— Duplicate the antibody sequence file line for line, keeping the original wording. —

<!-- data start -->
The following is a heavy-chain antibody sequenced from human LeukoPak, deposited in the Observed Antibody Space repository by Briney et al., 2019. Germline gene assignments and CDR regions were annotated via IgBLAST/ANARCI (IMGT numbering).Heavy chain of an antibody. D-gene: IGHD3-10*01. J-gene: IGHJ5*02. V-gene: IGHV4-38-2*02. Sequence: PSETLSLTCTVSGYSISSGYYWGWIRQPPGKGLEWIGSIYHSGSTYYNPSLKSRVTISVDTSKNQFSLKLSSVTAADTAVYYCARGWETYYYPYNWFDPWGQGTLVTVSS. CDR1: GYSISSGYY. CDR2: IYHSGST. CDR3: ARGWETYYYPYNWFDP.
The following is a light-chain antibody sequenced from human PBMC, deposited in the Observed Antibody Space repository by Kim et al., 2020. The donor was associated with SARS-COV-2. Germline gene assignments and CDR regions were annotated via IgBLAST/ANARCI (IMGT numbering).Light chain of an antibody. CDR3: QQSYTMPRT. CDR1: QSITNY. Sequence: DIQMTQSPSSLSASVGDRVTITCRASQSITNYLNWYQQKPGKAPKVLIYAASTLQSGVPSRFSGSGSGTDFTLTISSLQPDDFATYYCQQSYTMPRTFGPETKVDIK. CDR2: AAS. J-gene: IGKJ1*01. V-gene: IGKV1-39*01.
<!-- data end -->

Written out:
The following is a heavy-chain antibody sequenced from human LeukoPak, deposited in the Observed Antibody Space repository by Briney et al., 2019. Germline gene assignments and CDR regions were annotated via IgBLAST/ANARCI (IMGT numbering).Heavy chain of an antibody. D-gene: IGHD3-10*01. J-gene: IGHJ5*02. V-gene: IGHV4-38-2*02. Sequence: PSETLSLTCTVSGYSISSGYYWGWIRQPPGKGLEWIGSIYHSGSTYYNPSLKSRVTISVDTSKNQFSLKLSSVTAADTAVYYCARGWETYYYPYNWFDPWGQGTLVTVSS. CDR1: GYSISSGYY. CDR2: IYHSGST. CDR3: ARGWETYYYPYNWFDP.
The following is a light-chain antibody sequenced from human PBMC, deposited in the Observed Antibody Space repository by Kim et al., 2020. The donor was associated with SARS-COV-2. Germline gene assignments and CDR regions were annotated via IgBLAST/ANARCI (IMGT numbering).Light chain of an antibody. CDR3: QQSYTMPRT. CDR1: QSITNY. Sequence: DIQMTQSPSSLSASVGDRVTITCRASQSITNYLNWYQQKPGKAPKVLIYAASTLQSGVPSRFSGSGSGTDFTLTISSLQPDDFATYYCQQSYTMPRTFGPETKVDIK. CDR2: AAS. J-gene: IGKJ1*01. V-gene: IGKV1-39*01.